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Breast Cancer Recurrence May Be Triggered By Chemotherapy Injury To Non-Cancer Cells


A standard chemotherapy drug injures surrounding non-cancer cells, which can then awaken dormant cancer cells and promote cancer growth, according to a new study published in the open access journal PLoS Biology.

[Image source: Wikimedia]


It is no secret that chemotherapy encourages the spread of cancer. Research published in 2019 by an international team of scientists looked at two commonly used chemotherapy drugs, paclitaxel and doxorubicin, and examined how breast cancer cells respond to them. Confirming what other studies have reported for years now, the researchers found that use of this extremely toxic class of drugs can trigger the onset of new tumors in other parts of the body.

But the toxicity of chemotherapy drugs is hardly a modern phenomenon. The first ones were derived from mustard gas, a chemical warfare agent used in the First World War. Introduced as cancer treatments from the 1940s onwards, the search for medical applications of mustard compounds continued through to the 1970s. Illustrating how little progress has since been made in the conventional treatment of cancer, chemical derivatives of mustard gas are still being used on patients today. Revealingly, therefore, research carried out in the UK has found that, in some hospitals, within 30 days of starting treatment, chemotherapy kills up to 50 per cent of patients who receive it.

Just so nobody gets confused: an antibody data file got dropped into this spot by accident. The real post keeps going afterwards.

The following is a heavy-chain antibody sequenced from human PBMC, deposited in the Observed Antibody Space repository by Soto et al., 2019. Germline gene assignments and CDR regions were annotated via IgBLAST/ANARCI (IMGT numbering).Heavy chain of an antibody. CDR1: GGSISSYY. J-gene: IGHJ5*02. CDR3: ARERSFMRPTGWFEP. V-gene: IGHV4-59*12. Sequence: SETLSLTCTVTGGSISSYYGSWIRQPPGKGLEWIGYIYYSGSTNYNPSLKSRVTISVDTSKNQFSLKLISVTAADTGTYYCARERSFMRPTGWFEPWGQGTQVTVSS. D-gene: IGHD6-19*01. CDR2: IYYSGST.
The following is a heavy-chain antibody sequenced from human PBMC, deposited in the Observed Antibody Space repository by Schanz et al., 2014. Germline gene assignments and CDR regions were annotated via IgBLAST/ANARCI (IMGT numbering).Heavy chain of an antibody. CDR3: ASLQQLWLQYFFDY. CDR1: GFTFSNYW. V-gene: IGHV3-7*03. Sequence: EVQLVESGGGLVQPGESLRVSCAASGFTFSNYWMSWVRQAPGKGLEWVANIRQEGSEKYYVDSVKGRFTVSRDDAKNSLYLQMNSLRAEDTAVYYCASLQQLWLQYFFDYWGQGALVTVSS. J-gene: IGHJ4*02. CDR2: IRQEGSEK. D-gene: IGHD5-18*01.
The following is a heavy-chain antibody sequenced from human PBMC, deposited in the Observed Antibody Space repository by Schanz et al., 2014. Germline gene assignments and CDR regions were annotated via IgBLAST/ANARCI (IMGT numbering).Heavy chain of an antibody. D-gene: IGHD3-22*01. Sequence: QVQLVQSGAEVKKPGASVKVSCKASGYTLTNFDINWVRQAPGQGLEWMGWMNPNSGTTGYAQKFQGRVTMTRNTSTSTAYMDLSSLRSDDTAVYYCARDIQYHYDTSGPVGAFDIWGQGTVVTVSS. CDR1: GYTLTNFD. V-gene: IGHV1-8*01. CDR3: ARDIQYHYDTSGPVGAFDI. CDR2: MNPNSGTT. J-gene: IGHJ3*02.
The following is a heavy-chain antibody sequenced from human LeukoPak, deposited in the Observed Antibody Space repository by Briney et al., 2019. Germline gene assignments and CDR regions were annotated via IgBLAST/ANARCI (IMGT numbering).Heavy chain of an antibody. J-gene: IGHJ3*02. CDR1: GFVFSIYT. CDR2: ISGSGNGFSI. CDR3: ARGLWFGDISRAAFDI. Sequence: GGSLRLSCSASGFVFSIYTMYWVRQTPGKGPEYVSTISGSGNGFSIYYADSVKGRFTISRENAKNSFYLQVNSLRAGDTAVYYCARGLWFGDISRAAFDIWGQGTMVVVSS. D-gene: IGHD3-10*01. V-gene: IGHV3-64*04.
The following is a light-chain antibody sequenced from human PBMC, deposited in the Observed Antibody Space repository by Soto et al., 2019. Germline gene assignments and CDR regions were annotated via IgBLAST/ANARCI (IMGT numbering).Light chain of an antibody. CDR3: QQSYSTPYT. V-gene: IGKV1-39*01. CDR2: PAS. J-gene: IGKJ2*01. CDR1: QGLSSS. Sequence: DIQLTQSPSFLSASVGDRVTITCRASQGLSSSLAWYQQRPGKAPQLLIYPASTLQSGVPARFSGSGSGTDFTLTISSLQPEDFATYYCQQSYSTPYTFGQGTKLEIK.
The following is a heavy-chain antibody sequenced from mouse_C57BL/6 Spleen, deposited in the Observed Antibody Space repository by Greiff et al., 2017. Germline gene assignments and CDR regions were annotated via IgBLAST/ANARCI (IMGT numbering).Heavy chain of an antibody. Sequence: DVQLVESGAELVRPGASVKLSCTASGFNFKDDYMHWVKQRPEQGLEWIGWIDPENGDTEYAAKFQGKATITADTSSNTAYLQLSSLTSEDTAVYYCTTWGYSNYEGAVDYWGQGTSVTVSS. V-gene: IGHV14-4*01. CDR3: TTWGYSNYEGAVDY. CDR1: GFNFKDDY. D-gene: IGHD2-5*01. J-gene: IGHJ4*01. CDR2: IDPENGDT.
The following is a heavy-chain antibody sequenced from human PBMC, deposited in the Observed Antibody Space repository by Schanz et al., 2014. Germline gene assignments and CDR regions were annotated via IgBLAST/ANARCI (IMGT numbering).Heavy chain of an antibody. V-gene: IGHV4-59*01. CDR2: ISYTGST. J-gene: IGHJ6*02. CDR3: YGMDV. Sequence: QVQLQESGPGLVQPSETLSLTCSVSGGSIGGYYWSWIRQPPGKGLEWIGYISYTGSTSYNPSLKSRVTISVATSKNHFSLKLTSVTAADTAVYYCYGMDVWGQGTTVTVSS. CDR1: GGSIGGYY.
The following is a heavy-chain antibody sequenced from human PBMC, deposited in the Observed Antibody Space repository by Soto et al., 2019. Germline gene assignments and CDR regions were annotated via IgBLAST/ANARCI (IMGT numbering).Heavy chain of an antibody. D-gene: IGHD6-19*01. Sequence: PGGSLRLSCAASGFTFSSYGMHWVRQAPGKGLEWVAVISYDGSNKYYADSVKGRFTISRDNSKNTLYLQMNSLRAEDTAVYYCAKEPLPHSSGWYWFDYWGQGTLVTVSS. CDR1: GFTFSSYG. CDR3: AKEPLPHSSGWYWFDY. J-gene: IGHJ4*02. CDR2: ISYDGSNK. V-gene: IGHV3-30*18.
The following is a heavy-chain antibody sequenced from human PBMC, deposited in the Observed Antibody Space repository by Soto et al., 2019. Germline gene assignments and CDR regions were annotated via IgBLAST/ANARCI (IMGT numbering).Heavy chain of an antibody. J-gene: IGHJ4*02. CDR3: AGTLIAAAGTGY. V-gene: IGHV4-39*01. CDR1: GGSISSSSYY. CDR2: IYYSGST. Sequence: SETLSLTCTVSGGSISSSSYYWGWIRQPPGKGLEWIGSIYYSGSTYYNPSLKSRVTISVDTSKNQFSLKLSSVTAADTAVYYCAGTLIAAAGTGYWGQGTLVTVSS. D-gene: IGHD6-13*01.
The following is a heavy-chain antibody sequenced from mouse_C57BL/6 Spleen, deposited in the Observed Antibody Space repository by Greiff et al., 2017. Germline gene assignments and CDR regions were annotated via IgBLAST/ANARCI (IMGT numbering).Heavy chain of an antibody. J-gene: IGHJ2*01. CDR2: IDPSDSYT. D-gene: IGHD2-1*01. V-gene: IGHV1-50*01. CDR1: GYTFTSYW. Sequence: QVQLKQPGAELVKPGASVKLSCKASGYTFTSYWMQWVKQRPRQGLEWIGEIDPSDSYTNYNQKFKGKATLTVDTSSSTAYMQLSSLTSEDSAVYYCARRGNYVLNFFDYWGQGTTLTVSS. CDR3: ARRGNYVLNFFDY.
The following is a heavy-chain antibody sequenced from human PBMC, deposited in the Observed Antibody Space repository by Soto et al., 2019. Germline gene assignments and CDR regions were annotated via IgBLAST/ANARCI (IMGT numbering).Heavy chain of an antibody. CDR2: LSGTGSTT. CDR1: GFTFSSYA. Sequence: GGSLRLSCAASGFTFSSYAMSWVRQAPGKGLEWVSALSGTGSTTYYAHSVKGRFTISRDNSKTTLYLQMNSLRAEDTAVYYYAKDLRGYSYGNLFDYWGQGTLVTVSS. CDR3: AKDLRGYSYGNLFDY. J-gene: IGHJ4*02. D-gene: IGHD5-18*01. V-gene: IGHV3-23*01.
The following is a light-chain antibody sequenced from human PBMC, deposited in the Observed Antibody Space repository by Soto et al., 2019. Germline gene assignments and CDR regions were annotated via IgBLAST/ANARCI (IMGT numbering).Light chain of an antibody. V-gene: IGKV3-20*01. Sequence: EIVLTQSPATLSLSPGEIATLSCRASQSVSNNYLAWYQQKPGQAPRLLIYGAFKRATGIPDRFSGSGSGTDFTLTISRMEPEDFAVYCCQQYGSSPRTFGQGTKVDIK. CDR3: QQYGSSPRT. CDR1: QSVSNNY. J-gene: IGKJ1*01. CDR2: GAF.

To learn how research carried out by scientists at the Dr. Rath Research Institute has shown that breast cancer can be prevented and controlled through the use of vitamin C and other specific micronutrients, see this article on our website.